In 2004, Miss South Carolina, Ashley Wood, proudly competed in the Miss America pageant. She was drawn to the competition because she saw it as a positive showcase for brains and beauty — not to mention for the hundreds of thousands of dollars the pageant gives away each year in the form of scholarships.
But after being crowned Miss South Carolina — all state titles fall under the Miss America organization — Wood's dream of financing her education with such funds came to an abrupt end when the pageant refused to give her the scholarship.
Now, she is involved in a bitter dispute with the organization over her $25,000 scholarship prize, of which she has yet to receive a single cent.
Wood isn't the only Miss America winner to complain about such negligence — an increasing number of pageant participants report having difficulty collecting their winning scholarships.
"There are a lot of winners of Miss America state and local pageants who struggle to get their scholarships," New York Times writer Jennifer 8. Lee told "Good Morning America."
According to Lee's article in the Sept. 24 issue of the Times, oversight due to a lack of communication between local chapters of a national organization is often the reason why Miss America winners don't see their scholarship funds. Miss America farms out its pageants to 52 state organizations, and each state then contracts out to 1,200 local pageants.
"The quality of the local pageants and the oversight of the local pageants can vary a lot," Lee said. "What you will hear from some of the people who have problems is either the local pageant director won't return e-mails or hasn't returned phone calls. Or the pageant is no longer in existence and they don't know where to go for as a recourse to get this money they have legitimately won."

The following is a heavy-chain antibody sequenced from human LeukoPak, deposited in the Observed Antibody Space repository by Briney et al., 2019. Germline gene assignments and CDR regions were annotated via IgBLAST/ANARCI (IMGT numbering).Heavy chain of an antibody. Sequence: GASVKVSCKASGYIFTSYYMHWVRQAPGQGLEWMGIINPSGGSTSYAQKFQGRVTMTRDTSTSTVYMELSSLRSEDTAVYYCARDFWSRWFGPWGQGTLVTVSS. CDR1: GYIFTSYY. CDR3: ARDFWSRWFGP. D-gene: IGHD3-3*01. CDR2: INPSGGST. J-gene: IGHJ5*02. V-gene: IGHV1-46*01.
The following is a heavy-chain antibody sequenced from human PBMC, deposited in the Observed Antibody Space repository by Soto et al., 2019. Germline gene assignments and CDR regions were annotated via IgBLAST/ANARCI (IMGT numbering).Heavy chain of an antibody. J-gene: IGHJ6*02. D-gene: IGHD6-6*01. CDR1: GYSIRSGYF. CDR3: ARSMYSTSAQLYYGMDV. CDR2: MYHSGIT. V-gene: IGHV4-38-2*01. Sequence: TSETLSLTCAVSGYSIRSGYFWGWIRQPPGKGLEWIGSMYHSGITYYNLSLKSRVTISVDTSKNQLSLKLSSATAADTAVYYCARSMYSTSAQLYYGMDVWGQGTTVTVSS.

At least nine states' winners have been unable to collect their scholarships, according to the Times article.
In Wood's case, Miss America officials said that she missed the deadline for a scholarship extension and that she hadn't read her contract carefully enough — according to pageant officials, the contract states that winners must spend the local money they are awarded before spending the state money.
Officials also told ABC News in a statement that "participants can't arbitrarily rewrite the rules to suit themselves, and then cry foul when those rules around bent."
On "Good Morning America" today, Wood contested the pageant's statement.
"The contract absolutely did not say there was any contingency upon using the local scholarship as far as getting the state scholarship," Wood said. "There's no mention in the contract about how the local scholarship plays into your state scholarship."
"The local scholarships were agreed to be paid to me. That was later reneged, those agreements. You think the state scholarship would try to help me obtain those local scholarships, rather than use it as an excuse not to pay the state scholarship."
Now, Wood, a Wharton business school graduate student, has taken out loans to fund her education.
And while the Miss America pageant's statement said the organization was unaware of any participant being denied scholarships after following the rules, Wood said she had heard of other women who also were denied the funds.
"I have heard this has happened to a lot of people," she said. "When I called Miss America and asked them for help with the situation, they said that they couldn't help me, first of all. And then they said that I would be surprised how many girls this happened to. So it seems like there's a problem fundamentally with the way that this organization is set up as far as the scholarship disbursement is concerned."
Even as she fights to gain her scholarship funds, Wood did not say she would sue the pageant.
"I'm really focused on my education right now actually," Wood said. "This is the most important thing to me. I want to obtain my scholarship money I was awarded. It was supposed to be the compensation for the year of service that I provided as Miss South Carolina."